GAME OF THE WEEK Men’s Swimming and Diving Ninth at 2009NCAA Championship

With numerous outstanding performances, MIT men’s swimming and diving capped the 2008-09 season with its highest finish at the NCAA Championships in 27 years. The men finished ninth overall in the team standings, while the women’s team also closed out the year with a pair of solid swims.

The Engineers enjoyed their second-best finish ever at the national meet, and their highest finish since taking seventh in 1982. Kenyon College scored 604 points en route to its 30th consecutive NCAA title.

Rookie Timothy J. Stumbaugh ’12 authored the evening’s biggest highlight as he set new Institute and conference records in the 200 back en route to All-American honors. Stumbaugh split a sensational 1:50.09 while finishing sixth in the championship final.

The Engineers received another record-breaking effort in the 100 free as Luke R. Cummings ’10 eclipsed teammate Laurent Charpentier’s ’09 recent standard with a swim of 44.89 during prelims. Cummings split 44.97 at night to finish third in the consolation final. Charpentier missed finals in the 100 after swimming 45.56.

Amy E. Jacobi ’11 closed out her sophomore season with a time of 53.23 in the 100 free. She missed finals, as did senior Nicole M. O’Keeffe ’09, although O’Keeffe delivered a personal record with a terrific swim of 17:33.07 in the mile. Michael J. Dobson ’11 swam the mile for the men’s unit, finishing in 16:05.83 during trials.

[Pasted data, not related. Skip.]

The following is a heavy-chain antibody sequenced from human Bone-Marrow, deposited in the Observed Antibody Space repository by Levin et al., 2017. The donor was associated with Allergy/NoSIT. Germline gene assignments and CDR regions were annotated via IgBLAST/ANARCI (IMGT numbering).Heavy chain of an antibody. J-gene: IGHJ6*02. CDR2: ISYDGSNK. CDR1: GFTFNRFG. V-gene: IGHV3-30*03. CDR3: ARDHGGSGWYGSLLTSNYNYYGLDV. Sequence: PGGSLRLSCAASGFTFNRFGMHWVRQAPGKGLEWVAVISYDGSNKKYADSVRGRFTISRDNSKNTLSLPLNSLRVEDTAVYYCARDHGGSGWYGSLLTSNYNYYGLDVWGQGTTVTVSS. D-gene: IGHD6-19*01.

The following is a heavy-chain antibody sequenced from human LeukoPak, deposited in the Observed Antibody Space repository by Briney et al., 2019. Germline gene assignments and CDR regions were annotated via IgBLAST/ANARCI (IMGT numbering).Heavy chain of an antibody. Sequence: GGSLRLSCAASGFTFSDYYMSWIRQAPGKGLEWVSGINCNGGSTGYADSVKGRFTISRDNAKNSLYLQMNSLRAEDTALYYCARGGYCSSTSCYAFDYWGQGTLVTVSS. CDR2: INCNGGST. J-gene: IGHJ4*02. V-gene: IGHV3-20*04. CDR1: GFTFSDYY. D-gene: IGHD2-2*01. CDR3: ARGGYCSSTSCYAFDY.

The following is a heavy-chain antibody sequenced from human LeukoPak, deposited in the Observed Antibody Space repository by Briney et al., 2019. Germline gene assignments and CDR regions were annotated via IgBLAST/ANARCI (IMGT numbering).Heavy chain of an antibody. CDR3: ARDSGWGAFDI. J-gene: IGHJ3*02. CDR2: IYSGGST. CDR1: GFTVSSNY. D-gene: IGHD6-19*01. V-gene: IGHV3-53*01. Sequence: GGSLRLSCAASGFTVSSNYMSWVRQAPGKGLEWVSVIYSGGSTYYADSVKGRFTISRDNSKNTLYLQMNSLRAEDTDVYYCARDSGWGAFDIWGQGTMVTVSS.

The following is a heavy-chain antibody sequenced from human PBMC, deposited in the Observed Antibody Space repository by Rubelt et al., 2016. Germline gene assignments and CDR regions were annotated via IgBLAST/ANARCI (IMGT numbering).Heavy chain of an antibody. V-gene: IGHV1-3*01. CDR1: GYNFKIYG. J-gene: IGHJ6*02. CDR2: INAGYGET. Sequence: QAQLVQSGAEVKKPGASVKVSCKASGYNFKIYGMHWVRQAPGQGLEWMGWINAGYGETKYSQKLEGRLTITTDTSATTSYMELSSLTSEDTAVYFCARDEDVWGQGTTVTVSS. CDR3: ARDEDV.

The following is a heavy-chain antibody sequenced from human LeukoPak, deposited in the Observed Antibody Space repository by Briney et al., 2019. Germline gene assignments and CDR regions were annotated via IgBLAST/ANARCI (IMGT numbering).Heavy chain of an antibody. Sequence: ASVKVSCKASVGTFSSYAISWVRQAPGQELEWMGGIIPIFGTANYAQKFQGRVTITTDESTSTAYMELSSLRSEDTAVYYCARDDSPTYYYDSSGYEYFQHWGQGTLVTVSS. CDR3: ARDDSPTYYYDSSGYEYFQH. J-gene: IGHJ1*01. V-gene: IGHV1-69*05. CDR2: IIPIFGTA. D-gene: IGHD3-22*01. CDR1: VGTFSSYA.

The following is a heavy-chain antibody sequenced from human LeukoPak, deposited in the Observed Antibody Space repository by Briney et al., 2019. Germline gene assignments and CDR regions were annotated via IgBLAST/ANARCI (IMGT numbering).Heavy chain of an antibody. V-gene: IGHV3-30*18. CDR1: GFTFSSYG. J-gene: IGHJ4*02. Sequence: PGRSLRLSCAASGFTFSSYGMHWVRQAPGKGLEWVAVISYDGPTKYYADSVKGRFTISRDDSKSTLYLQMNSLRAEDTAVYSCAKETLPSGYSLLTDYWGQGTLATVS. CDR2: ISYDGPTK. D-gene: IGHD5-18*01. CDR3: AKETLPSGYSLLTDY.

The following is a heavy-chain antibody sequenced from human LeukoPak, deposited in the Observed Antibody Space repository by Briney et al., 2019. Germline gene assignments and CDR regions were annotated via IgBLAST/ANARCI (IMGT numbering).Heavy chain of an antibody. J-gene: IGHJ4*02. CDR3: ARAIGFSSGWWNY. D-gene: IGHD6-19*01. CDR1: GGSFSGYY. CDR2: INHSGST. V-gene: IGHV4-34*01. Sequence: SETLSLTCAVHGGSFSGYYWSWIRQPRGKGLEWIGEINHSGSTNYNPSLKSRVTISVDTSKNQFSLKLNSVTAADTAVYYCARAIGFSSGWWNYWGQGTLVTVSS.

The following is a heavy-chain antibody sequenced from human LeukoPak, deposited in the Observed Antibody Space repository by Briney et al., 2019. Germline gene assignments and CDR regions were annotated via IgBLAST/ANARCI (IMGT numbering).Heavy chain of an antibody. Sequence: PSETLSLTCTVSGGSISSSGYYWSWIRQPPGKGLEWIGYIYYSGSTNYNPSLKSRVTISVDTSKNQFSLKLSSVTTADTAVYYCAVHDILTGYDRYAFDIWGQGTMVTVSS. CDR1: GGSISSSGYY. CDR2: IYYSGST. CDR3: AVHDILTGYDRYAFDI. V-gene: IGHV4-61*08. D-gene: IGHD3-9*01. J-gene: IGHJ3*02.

After ripping off a marvelous swim in the 100 breast the evening before, Rastislav Racz ’10 was unable to equal the magic in the 200. Swimming a season-best 2:03.35 in prelims, Racz split 2:03.44 at night to close seventh overall in the consolation final.

MIT capped its season with an amazing effort in the 400 free relay. Once again smashing school and league records, the unit of Jeffrey Y. Zhou ’10, Cummings, Peter J. Wellings ’09, and Charpentier swam to a time of 3:01.89. Finishing third in the consolation final, Zhou ignited the relay with a lead-off leg of 47.07. Wellings split 45.56, while Cummings (44.45) and Charpentier (44.71) were both under the 45-second mark as the Engineers improved the existing Institute record by two seconds after breaking the previous mark by two seconds at the 2009 NEWMAC Championships.